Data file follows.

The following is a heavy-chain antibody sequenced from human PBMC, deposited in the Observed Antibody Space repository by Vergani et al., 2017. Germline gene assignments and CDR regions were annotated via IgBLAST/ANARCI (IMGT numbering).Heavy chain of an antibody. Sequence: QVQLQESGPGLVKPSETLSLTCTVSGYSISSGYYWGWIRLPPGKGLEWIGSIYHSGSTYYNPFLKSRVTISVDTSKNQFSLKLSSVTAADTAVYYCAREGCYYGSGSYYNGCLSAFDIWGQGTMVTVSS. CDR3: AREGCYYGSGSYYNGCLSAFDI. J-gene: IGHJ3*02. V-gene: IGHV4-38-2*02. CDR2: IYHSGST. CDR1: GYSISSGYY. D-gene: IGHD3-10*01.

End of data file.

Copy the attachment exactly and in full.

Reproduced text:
The following is a heavy-chain antibody sequenced from human PBMC, deposited in the Observed Antibody Space repository by Vergani et al., 2017. Germline gene assignments and CDR regions were annotated via IgBLAST/ANARCI (IMGT numbering).Heavy chain of an antibody. Sequence: QVQLQESGPGLVKPSETLSLTCTVSGYSISSGYYWGWIRLPPGKGLEWIGSIYHSGSTYYNPFLKSRVTISVDTSKNQFSLKLSSVTAADTAVYYCAREGCYYGSGSYYNGCLSAFDIWGQGTMVTVSS. CDR3: AREGCYYGSGSYYNGCLSAFDI. J-gene: IGHJ3*02. V-gene: IGHV4-38-2*02. CDR2: IYHSGST. CDR1: GYSISSGYY. D-gene: IGHD3-10*01.